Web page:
This past week, I’ve had all of my stepsons visiting. We had a very busy week – you can read what we’ve been up to over on my main blog. Part of our activities this week was to get them watching Roots. I love this series and the book.
But, I also have some great disappointment today that I am pondering over. Yesterday, I went to the state archives and while there, I photocopied two articles by Gary B. Mills and Elizabeth Shown Mills about their work to assess the genealogy behind the Roots story. The two articles were
- Mills, Gary B. and Elizabeth Shown Mills. “Roots and the New ‘Faction’: A Legitimate Tool for CLIO?”, Virginia Magazine of History and Biography, January, 1981
- Mills, Gary B. and Elizabeth Shown Mills. “The Genealogist’s Assessment of Alex Haley’s Roots“, National Genealogical Society Quarterly, March, 1984
After reading about their work to trace Haley’s genealogy compared to what is reported in the book, I feel disappointed in Roots as a book. I completely understand the great cultural significance of the story of Roots and what is symbolizes – what it *could* look like if we could trace our ancestry back to Africa as in the story of Kunta Kinte. Roots was an important and needed phenomenon that jump started a lot of people’s interest in understanding where they came from. I don’t believe that could ever be taken away from it.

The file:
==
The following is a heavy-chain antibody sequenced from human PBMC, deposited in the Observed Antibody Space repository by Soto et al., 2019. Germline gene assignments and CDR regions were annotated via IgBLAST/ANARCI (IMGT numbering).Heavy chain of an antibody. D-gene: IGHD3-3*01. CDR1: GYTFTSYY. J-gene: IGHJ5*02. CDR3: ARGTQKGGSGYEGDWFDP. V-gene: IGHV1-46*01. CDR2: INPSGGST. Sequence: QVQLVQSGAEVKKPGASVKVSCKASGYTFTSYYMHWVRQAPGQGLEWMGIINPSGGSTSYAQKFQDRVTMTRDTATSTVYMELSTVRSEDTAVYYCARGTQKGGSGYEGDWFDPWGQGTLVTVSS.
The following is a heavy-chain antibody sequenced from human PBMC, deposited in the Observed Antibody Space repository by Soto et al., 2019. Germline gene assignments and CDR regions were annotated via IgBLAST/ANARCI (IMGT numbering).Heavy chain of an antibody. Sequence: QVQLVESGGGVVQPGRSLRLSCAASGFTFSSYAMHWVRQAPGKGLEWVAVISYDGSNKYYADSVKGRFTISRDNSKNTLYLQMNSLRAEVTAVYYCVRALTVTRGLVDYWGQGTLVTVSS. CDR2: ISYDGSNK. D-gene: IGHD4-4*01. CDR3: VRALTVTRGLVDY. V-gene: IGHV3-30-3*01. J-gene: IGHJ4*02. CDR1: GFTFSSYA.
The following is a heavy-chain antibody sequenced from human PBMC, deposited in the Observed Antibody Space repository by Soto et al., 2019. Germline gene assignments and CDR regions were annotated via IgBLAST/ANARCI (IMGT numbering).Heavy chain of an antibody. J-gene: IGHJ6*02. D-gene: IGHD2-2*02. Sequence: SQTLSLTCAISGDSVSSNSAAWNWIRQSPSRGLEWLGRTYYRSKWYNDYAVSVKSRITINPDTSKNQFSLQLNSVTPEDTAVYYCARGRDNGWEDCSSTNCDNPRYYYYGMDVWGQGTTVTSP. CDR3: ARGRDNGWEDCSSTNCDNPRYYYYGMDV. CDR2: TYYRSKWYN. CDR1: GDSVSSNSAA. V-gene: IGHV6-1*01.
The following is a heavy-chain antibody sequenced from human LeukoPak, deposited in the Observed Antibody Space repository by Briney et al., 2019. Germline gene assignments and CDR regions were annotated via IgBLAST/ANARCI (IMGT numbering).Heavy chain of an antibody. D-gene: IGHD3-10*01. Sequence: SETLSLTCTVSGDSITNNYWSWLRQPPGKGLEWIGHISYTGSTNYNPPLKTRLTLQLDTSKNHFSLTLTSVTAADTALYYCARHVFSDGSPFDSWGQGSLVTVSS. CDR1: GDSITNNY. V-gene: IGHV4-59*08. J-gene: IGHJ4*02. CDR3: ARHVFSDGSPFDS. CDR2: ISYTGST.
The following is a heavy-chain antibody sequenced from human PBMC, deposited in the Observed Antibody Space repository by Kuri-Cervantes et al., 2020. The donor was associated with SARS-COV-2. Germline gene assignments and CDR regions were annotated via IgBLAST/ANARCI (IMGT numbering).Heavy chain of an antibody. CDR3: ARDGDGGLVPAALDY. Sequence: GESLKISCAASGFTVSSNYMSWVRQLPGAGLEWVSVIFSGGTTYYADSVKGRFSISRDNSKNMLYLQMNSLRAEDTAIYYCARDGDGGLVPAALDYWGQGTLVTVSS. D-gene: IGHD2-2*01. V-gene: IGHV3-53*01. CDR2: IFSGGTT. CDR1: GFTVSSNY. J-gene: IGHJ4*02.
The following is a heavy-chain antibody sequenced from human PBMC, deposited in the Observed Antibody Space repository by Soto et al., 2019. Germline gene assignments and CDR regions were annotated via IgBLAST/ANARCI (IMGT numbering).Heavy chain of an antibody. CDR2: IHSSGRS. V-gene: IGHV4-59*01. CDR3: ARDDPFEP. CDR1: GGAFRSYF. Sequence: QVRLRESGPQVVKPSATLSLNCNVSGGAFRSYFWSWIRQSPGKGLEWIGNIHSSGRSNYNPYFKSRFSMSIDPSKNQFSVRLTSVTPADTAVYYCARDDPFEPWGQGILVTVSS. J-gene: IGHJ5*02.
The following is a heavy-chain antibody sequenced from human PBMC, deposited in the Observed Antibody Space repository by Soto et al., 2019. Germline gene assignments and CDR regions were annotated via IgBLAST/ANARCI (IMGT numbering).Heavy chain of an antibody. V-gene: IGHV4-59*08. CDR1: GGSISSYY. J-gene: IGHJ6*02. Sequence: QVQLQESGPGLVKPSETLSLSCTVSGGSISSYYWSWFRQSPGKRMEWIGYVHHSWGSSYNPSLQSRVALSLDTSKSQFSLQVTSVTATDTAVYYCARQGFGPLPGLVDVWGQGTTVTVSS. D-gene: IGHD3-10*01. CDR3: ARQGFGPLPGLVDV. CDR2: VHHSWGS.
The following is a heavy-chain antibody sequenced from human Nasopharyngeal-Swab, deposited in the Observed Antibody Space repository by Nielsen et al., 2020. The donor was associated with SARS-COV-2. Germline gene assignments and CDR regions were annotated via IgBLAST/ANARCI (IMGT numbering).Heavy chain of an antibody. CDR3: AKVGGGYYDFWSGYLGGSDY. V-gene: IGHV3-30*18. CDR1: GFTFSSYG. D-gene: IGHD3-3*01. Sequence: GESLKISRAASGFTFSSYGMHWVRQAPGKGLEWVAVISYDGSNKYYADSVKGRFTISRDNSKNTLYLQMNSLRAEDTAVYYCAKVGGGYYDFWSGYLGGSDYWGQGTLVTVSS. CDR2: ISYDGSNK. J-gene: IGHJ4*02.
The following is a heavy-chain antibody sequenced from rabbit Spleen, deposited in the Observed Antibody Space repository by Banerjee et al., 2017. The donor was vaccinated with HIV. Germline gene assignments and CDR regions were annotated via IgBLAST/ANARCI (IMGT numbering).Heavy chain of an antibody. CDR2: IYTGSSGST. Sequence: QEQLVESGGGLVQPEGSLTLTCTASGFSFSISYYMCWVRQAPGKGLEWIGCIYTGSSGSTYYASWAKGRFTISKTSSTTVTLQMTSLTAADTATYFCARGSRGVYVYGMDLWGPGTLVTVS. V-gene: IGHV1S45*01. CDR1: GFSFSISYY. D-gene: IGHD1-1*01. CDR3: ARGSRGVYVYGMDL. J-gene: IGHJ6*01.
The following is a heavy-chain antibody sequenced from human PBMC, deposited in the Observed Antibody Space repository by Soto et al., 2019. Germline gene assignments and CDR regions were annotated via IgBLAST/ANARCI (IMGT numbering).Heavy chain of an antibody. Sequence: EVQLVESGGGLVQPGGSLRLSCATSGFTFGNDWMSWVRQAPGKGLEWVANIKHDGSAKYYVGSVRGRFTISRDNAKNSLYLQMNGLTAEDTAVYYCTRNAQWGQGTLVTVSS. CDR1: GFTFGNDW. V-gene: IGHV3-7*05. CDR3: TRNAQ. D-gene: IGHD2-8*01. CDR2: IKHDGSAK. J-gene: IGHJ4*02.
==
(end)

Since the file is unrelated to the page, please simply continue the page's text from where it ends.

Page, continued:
But, once you start to look at the work of the MIlls’ and the work of others that have also done research in to Haley’s ancestry and work, it becomes fairly obvious rather quickly that there are historical inaccuracies and misinformation in Roots and that there are major limitations in some of Haley’s genealogy processes.
I hypothetically wonder if I were a Haley family member truly interested in applying the highest standards to genealogy research of the family tree, how would I reconcile the historical documentation w/ the book in a way that does not come across as disrespectful of Alex’s work? Even the Alex Haley Foundation’s website has the tree up as presented in Roots, but surely they have to know that this is not entirely supported by the genealogical evidence? What do you do about misinformation that gets represented to others that may be part of the tree?
A couple of years ago when we were living outside of Memphis we took the kids to the Alex Haley home in Henning, TN where he is buried. At that time, I learned of the controversy around Roots, but did not pursue learning too much more. However, I remain fascinated, so do plan to continue reading.
Here is a picture of his home and grave that I took when we visited in 2006.